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Get real, Justice Alito! Stop misrepresenting the facts.

By Michelle Ye Hee Lee . . . “Repeat sex offenders pose an especially grave risk to children. ‘When convicted sex offenders reenter society, they are much more likely than any other type of offender to be rearrested for a new rape or sexual assault.’”-Supreme Court Justice Samuel A. Alito Jr., concurring opinion in Packingham v. North Carolina, June 19,…

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Packingham: Unanimous Court strikes NC’s social media ban

By Robin . . . In a broadly worded opinion penned by Justice Kennedy, a unanimous Supreme Court has closed the door on laws restricting access to the internet and social media forums by Americans who were convicted of a crime but who are no longer serving a criminal sentence. In reversing the N.C. Supreme Court’s decision in Packingham v.…

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Registered Americans fear assault, robbery, even murder

By Matt Clarke . . . As repeatedly reported in Prison Legal News, for over a decade registered sex offenders have been targeted by vigilantes and assaulted, robbed and murdered due to their past crimes. And as noted in this issue’s cover story, that is part of the dark side of sex offender registries, which allow public access to offenders’…

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Five million dollars for voodoo science? Colorado?

By Christopher N. Osher . . . Colorado has spent more than $5 million to administer polygraphs on convicted sex offenders over the last seven years despite concerns that the tests are so unreliable they can’t be used as evidence during civil or criminal trials. Polygraphs help officials decide which prisoners convicted of sex offenses are suited for release from…

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Brain-based fact or interrogator’s fiction?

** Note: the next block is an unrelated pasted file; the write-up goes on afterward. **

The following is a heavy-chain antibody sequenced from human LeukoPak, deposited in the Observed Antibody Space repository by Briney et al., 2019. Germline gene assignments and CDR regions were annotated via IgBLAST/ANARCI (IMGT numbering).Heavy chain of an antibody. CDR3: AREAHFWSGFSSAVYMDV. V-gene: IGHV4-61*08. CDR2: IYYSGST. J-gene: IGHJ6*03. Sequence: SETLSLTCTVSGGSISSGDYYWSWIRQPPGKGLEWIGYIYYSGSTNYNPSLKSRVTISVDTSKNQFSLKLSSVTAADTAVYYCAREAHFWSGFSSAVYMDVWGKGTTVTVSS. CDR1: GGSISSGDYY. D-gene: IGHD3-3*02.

By Michael Rosenberg . . . I want to first say that I am tired of watching the registered citizens in my sex offender class pay for the privilege of being interrogated. Tired even more of having to watch as their truthfulness and willingness to honestly participate are questioned. Those guys are my favorites, and one day, the truth about…

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Why do crime registries that don’t work continue to grow?

By Emmanuel Felton . . . Bruce Armstrong says he’s a changed man. After spending 25 years in jail for killing a man during a home invasion, Armstrong is looking for a second chance: “I’m not in the lifestyle I used to be in. I don’t drink. I don’t do drugs. I’m just trying to build something up before it’s too…

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New York Times: “Vanishingly” little evidence of high re-offense rate

By Adam Liptak . . . Last week at the Supreme Court, a lawyer made what seemed like an unremarkable point about registered sex offenders. “This court has recognized that they have a high rate of recidivism and are very likely to do this again,” said the lawyer, Robert C. Montgomery, who was defending a North Carolina statute that bars…

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Packingham case asks: Is First Amendment negotiable?

By Lenore Skenazy . . . When Lester Packingham beat a traffic ticket a few years back, he couldn’t contain his joy. He went online and wrote, “No fine. No court cost, no nothing spent. Praise be to GOD, WOW! Thanks, JESUS!” For this he was arrested and convicted of a heinous crime: using Facebook. Who is legally forbidden to…

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Okay to ban sex offenders from social media? Who’s next?

By Perry Grossman . . . On April 27, 2010, Lester Gerard Packingham Jr. posted a Facebook status: “Man God is Good! How about I got so much favor they dismiss the ticket before court even started. No fine, No court costs, no nothing spent. . . . Praise be to GOD, WOW! Thanks JESUS!” This post appears entirely ordinary—something…

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North Carolina versus First Amendment: SCOTUS to decide

By Andrew Cohen . . . Lester Gerard Packingham was having a really good day back on April 27, 2010. The North Carolina man had just learned that a traffic ticket against him had been dismissed, so he logged onto his Facebook account and gleefully told the world: “Man God is Good! How about I got so much favor they…

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